During the early years of TG the four members each continued with other solo projects and work. It was during this period (1980) when Chris recorded his first solo album for Industrial Records titled 'The Space Between', (now available on Mute Records). Shortly after the demise of Throbbing Gristle in 1982 Chris Carter and Cosey Fanni Tutti formed the Conspiracy International record label CTI (with backing from Rough Trade Records) and began working together as Chris & Cosey and also as CTI. Initially releasing only music they soon moved into producing video works and with the help of Doublevision released a number of CTI experimental video films and soundtracks. In 1985 Chris released his second solo album Mondo Beat. As well as successfully touring all over the world Chris & Cosey also recorded and collaborated on innumerable releases, most notably with Annie Lennox and Dave Stewart, Robert Wyatt, Coil, Lustmord, Monte Cazazza and many more. Chris & Cosey have also remixed tracks for Mortal Loom and Erasure. In 1994 Chris moved also into journalism and regularly has technical articles and reviews published in UK magazine Sound On Sound.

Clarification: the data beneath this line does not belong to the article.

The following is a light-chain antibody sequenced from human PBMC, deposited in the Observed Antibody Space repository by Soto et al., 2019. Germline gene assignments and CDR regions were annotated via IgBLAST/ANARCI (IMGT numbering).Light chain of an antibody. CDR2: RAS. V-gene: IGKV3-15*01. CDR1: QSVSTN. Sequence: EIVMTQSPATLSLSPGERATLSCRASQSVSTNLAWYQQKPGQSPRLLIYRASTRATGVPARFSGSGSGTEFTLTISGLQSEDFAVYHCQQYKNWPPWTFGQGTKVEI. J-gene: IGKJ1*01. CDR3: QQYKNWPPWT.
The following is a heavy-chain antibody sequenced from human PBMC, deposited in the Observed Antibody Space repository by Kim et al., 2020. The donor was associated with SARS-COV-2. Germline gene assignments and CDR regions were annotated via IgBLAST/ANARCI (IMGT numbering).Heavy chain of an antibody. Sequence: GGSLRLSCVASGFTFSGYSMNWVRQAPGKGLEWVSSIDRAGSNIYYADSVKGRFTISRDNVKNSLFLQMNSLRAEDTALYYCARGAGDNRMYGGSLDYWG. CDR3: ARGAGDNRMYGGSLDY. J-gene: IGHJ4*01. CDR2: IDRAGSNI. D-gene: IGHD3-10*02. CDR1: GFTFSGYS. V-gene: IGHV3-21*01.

Chris is also a keen photographer and in collaboration with Cosey Fanni Tutti has designed and produced numerous album covers, posters and art works. 1995 saw Chris return to solo performance work after a gap of some 15 years. In 1998 Chris released a compilation CD of tracks from his 1995 Disobey tour: Disobedient, and In 2000 he released a solo studio album: Small Moon. 1998 also saw the release of Caged, a collaboration album with electro musician Ian Boddy.